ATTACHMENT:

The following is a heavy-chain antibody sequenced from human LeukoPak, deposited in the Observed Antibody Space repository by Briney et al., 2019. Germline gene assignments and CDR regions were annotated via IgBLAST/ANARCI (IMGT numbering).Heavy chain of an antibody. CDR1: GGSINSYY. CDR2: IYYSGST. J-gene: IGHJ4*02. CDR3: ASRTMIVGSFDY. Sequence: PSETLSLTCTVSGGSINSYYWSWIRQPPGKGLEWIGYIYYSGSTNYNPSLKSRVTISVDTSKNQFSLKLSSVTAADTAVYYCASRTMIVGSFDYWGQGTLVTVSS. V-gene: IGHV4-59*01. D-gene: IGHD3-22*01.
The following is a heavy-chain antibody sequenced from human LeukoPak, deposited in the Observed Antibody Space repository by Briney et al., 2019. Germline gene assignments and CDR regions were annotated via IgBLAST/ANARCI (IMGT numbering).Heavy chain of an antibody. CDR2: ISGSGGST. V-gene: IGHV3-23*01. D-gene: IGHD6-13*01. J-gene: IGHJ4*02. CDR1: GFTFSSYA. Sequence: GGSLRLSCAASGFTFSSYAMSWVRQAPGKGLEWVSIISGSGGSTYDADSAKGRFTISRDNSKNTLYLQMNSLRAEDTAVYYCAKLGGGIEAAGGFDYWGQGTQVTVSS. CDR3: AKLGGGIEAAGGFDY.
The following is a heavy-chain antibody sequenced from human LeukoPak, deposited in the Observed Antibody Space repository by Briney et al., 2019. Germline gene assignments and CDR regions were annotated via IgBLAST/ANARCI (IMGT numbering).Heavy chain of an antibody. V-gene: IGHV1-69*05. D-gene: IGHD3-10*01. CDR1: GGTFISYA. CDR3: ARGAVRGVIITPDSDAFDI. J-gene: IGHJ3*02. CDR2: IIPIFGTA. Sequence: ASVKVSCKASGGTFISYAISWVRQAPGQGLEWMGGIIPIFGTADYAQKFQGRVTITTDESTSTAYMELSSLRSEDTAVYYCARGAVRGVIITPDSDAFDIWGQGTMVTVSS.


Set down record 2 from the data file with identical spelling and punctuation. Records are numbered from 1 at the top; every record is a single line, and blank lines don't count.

The following is a heavy-chain antibody sequenced from human LeukoPak, deposited in the Observed Antibody Space repository by Briney et al., 2019. Germline gene assignments and CDR regions were annotated via IgBLAST/ANARCI (IMGT numbering).Heavy chain of an antibody. CDR2: ISGSGGST. V-gene: IGHV3-23*01. D-gene: IGHD6-13*01. J-gene: IGHJ4*02. CDR1: GFTFSSYA. Sequence: GGSLRLSCAASGFTFSSYAMSWVRQAPGKGLEWVSIISGSGGSTYDADSAKGRFTISRDNSKNTLYLQMNSLRAEDTAVYYCAKLGGGIEAAGGFDYWGQGTQVTVSS. CDR3: AKLGGGIEAAGGFDY.